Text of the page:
Showing posts from 2018

Configuring a Password Cracking Computer

“Be willing to be a beginner every single morning.” —Meister Eckhart Disclaimer: While the reason I'm writing this is because I was lucky enough to win a new cracking rig from  Netmux's   Hash Crack Challenge , I want to state for the record that he never asked me to blog about it, and all of the good things I say are 100% of my own choosing and not contingent on me receiving any prize. 2nd Disclaimer: I plan on this being a "living" blog entry as I continue to update and use my new computer. Since install procedures change over time, for the record I started to perform my install on September 7th 2018. I'll try to date my entries as I write them to help anyone trying to follow this so they can estimate how useful these instructions are. ChangeLog: September 12, 2018, (rearranged sections, added MDXFind, updated installing OpenCL instructions) September 7, 2018 (Computer Arrives): Wow, I suddenly and unexpectedly found myself in possession of a ded

Netmux's Hash Crack Challenge Writeup

"Good luck is when opportunity meets preparation, while bad luck is when lack of preparation meets reality"  - Eliyahu Goldratt This last week I participated in Netmux's Hash Crack Challenge , and this happened: HASH CRACK CHALLENGE Hash #2 has been cracked by @lakiw . Congrats to our winner and thanks to everyone that participated! It was a bumpy ride but a lot of fun to create and host. Thanks again to everyone and look for the final write-up in the coming days! — Netmux (@netmux) September 1, 2018 So I figured the least I could do was make a blog posting about it along with my analysis of Netmux's One Time Grids , which the challenge was based on. TLDR/Bottom Line(s) Up Front (BLUF):  I was lucky enough to be checking Twitter right when Netmux posted his final hint, and that was the only reason I won. As to the security of One Time Grids, they share a lot of similarities to other password books, which can be both good or bad depending on your threat mode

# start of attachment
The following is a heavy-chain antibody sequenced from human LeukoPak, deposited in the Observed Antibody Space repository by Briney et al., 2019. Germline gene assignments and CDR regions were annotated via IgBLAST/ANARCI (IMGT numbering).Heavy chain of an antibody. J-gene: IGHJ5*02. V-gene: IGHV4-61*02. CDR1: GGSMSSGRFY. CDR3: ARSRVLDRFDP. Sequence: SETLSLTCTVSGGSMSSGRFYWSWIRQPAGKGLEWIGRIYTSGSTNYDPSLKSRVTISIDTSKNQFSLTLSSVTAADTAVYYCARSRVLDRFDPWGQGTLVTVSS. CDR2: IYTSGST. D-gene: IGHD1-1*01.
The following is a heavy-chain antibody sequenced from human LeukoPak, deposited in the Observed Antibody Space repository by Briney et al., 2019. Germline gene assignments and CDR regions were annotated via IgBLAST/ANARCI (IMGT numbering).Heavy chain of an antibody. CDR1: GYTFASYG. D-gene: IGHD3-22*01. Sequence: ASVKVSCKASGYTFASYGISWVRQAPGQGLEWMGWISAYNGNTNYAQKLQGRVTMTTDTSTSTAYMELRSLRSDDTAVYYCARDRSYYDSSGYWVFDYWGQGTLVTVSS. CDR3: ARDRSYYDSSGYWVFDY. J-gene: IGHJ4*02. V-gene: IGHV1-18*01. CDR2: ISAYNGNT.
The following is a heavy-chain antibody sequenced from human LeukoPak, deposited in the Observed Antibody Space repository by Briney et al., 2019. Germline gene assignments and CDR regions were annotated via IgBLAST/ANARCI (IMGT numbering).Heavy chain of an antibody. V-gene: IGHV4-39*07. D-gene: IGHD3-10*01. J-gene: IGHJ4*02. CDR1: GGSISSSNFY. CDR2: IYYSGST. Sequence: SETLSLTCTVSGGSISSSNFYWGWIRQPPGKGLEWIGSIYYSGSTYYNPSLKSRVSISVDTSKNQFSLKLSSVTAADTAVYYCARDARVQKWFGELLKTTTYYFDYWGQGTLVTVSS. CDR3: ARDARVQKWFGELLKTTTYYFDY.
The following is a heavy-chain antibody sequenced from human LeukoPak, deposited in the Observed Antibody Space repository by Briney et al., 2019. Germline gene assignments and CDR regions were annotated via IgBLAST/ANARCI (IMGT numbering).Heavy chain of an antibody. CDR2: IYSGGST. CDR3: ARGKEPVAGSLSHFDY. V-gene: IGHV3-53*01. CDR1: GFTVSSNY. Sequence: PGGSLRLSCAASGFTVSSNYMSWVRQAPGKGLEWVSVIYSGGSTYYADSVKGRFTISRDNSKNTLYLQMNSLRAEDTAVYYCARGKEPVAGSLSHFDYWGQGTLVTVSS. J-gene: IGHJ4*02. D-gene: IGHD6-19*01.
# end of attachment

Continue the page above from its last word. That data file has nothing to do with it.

Creating Long Term SSL Certificates

"It's constantly fascinating for me that something that feels absolutely right one year, 12 months later feels like the wrong thing to do." -- Damian Lewis Often I find myself having to create my own SSL certificates. Be it an internal web-server, or two scripts that need to communicate to each other, SSL is the easiest way to encrypt network traffic. Unfortunately it's also one of the most dangerous encryption methods. If you make a mistake setting it up it usually works ... at least for a little while. Ignoring the client SSL checks for now, (hint if your script is using SSL and it works the first time, you probably are not checking SSL correctly), one area of danger is having your SSL certificates expire. As an example of that, recently every Oculus Rift broke because a code signing certificate expired. Admittedly this was a different type of certificate, but the same thing tends to happen with internal SSL deployments. People do not remember to update them, a